Activity has started to recover, but supply is still constrained by a lack of land and Byzantine rules about what can be built. New York seems like a tall city, but building height is heavily restricted. On average, developers may erect six square feet of floor space per square foot of land, says Richard Green, an economist at the University of Southern California; in Hong Kong, another dense coastal city, it’s closer to 20. Nearly 5% of units are designated for historic preservation, mostly in Manhattan.

Mr de Blasio sensibly wants to boost supply through increased density, but the mechanism he has chosen is problematic. “Mandatory inclusionary zoning” would raise permissible density in some areas, but developers would have to ensure that a minimum proportion of units meets the city’s definition of affordable. Forcing developers to build less profitable units acts as a tax, which could discourage, rather than encourage, supply. Jenny Schuetz, also at USC, says similar schemes in San Francisco and Boston’s suburbs have produced fewer affordable units than hoped, either because developers chose to build elsewhere or because they struck deals that weakened the requirements.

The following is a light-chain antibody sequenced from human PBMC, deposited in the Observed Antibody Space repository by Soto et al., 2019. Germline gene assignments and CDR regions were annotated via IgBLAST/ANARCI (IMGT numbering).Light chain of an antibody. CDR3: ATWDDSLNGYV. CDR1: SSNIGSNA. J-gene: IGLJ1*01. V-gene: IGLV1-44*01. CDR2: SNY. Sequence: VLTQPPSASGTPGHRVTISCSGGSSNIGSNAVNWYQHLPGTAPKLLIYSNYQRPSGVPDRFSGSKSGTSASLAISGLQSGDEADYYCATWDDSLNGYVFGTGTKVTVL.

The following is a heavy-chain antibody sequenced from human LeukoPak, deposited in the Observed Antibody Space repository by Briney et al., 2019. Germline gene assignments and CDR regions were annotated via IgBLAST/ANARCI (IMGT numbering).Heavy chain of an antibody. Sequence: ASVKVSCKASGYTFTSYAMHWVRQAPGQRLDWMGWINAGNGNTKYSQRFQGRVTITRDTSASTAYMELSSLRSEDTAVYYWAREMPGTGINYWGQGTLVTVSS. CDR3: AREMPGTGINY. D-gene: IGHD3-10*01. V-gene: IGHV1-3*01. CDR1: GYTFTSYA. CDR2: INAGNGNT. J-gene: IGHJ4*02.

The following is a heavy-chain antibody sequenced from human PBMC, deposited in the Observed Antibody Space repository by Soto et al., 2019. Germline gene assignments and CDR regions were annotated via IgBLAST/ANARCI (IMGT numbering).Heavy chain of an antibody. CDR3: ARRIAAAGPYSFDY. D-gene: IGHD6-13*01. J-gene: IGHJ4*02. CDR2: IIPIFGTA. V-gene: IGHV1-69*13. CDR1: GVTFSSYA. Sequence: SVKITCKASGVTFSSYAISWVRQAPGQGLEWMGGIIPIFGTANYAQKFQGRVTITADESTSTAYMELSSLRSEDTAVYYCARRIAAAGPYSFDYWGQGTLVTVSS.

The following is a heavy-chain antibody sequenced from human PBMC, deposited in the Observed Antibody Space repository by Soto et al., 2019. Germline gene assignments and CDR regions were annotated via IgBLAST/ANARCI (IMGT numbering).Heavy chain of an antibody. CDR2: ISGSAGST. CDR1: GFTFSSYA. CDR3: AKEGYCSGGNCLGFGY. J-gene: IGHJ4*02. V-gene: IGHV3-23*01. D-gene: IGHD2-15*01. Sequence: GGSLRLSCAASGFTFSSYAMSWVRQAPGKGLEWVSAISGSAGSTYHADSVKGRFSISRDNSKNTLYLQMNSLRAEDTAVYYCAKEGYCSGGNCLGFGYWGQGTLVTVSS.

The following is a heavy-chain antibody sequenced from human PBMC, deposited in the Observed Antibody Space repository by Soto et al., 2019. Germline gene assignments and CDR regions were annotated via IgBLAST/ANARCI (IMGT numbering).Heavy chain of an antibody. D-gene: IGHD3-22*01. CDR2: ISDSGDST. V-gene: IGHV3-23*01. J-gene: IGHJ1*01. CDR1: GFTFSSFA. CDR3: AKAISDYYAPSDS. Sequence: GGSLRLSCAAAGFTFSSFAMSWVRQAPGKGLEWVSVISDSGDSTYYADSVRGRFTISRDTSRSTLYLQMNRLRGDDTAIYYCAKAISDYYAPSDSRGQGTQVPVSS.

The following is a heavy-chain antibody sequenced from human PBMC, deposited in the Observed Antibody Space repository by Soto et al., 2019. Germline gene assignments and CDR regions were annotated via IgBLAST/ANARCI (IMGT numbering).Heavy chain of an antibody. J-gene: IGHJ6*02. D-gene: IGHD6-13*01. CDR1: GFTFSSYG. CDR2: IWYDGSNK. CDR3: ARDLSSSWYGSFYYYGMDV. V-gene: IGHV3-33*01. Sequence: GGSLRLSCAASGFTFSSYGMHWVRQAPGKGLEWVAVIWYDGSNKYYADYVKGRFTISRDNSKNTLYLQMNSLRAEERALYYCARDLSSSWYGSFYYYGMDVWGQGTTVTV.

It would be more effective to hack back the regulations that discourage supply and raise costs. These include rent controls and the indiscriminate award of historic designations—which preserve the view for those who live in pretty, low-rise neighbourhoods like Greenwich Village, but put them out of bounds for everyone else.

(Source: The Economist, May 10th 2014 | From the print edition, United States)